Ed Garvey Shelter [mile 2179.0]
Here we are. My last night on the Appalachian Trail, and what a long long long strange trip it’s been.
I was thinking about doing a ‘what I learned’ type of post, because what I’ve learned has been legion. But you know, if you come out here, the things you learn will be different. The trail teaches each of us the things we need to learn, and my things aren’t your things. That’s part of why the mantra of the hiking community is ‘Hike your own hike.’ In broader terms, Live and let live.
Am I different? No, not really. But the quiet has helped me pinpoint some things I’d like to work on.
And in six miles, give or take, I’ll have finished my bucket list! (Except maybe for those damned ponies.) At least the parts of it I have any say in. Winning the lottery is still on there. (At which point I’m jetting to new Zealand to do the Te Araroa, with a MUCH lighter pack.)
So. Last night was cold (naturally), but not as bad as Tuesday. My water didn’t freeze overnight. The day was gray November, though. It was raw and chill and never warmed up much. A weather change is coming. There’s a good chance I’ll be finishing in the rain (because the trail is never easy), and by Saturday it will be full-blown winter in Harpers Ferry. I’m getting out just in time.
Today… I walked! I know the trail is never easy, but today the terrain was. Superhighway and footpath. No obstacle course, no jungle gym. Just walking (with a side of rocks). I chatted with a dad and his two kids who are out for a few days. He asked one question I haven’t gotten from anybody who wasn’t thru-hiking NOBO, and certainly not this far south: “So how was the Mahoosuc Notch?” I love that I now have opinions about this stuff.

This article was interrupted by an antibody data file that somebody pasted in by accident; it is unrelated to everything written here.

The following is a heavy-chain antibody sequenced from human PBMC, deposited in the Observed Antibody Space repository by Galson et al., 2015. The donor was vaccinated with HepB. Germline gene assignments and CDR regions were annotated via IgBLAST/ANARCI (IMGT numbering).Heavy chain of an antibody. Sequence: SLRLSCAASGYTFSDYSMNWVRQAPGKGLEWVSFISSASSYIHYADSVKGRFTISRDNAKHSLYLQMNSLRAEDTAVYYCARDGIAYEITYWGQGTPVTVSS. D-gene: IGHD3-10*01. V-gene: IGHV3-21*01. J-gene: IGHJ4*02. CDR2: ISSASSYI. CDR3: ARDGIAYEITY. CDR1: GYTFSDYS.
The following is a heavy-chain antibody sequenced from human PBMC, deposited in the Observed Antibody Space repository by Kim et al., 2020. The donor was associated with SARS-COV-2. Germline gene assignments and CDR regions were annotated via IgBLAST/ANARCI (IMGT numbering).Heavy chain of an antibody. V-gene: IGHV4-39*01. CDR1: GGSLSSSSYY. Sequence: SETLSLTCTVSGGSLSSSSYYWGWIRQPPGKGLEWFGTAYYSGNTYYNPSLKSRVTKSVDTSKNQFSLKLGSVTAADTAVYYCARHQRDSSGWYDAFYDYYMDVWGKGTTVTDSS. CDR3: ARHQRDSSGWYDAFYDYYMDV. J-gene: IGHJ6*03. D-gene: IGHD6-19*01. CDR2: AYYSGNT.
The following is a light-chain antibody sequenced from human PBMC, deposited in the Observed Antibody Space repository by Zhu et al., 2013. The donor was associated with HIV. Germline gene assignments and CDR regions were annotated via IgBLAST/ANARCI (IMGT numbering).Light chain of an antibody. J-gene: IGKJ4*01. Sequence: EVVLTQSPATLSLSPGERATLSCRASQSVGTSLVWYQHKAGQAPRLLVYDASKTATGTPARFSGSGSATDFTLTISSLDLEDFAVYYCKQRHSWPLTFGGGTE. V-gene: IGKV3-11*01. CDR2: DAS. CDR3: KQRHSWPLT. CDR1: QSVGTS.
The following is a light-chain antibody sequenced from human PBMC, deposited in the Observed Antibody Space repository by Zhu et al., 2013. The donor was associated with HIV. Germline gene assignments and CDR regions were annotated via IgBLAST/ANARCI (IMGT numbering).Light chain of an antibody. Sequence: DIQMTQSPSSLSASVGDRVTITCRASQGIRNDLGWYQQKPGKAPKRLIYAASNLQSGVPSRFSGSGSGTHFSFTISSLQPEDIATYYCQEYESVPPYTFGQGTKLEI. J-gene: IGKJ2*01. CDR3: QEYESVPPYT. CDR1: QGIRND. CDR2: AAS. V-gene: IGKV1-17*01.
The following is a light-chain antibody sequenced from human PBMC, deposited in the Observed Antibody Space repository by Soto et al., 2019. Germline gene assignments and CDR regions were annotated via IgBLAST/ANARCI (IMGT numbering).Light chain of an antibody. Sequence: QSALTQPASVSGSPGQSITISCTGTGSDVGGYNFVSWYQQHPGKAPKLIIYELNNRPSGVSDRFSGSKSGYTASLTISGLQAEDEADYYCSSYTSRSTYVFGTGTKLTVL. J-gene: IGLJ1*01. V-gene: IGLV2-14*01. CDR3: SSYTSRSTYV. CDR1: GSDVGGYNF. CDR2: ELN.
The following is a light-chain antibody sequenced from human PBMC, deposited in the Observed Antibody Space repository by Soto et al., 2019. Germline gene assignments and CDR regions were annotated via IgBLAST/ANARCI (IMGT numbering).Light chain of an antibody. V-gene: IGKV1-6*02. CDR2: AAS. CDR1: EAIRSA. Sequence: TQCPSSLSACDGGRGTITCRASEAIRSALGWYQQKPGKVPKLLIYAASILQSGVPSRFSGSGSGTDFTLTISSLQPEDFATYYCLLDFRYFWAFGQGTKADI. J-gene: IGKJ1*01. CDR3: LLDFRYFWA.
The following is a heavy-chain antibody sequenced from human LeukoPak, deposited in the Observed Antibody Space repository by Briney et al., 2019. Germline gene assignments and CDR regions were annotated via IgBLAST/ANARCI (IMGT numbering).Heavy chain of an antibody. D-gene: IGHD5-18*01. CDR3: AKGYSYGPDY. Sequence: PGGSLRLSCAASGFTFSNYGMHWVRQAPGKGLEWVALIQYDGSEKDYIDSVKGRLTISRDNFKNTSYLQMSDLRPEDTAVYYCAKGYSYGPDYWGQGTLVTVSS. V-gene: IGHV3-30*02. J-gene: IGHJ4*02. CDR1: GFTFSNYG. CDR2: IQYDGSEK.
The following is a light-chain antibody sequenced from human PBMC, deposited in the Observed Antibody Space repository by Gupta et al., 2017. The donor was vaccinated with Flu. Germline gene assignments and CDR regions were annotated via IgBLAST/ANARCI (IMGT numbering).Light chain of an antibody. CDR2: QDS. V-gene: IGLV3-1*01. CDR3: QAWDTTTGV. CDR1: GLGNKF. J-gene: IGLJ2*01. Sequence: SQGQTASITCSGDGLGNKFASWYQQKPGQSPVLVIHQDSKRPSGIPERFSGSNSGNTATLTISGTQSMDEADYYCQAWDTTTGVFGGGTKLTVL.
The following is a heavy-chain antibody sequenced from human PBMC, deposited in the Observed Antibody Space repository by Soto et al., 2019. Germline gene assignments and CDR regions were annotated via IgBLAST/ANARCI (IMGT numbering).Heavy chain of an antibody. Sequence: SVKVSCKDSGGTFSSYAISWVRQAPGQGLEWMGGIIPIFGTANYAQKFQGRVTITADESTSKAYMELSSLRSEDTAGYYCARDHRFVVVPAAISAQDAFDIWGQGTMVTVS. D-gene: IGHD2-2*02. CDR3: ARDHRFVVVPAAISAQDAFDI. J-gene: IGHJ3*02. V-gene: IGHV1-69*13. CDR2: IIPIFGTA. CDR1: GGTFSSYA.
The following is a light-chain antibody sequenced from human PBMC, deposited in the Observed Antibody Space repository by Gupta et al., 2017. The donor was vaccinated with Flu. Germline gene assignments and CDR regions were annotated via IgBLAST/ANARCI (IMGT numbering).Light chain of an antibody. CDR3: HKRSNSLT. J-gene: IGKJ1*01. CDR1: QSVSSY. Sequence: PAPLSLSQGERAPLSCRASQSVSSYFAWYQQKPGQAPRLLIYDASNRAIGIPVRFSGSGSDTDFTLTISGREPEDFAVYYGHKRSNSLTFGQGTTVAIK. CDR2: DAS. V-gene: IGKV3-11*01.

I passed what really might be my last memorial. It’s interesting being back in Civil War country. Makes me want to go home and watch the Ken Burns series again.
And it’s weird thinking about what I’ll do back home—car inspections and leaky faucets and chimney cleaning and house painting. Christmas shopping! That’s all become so alien. Luckily I don’t start work again for another week or so. I need a few days of transition time. And Thanksgiving’s in there, too.
Around noon tomorrow, the grand adventure finally ends. It’s been miraculous having you along for the ride.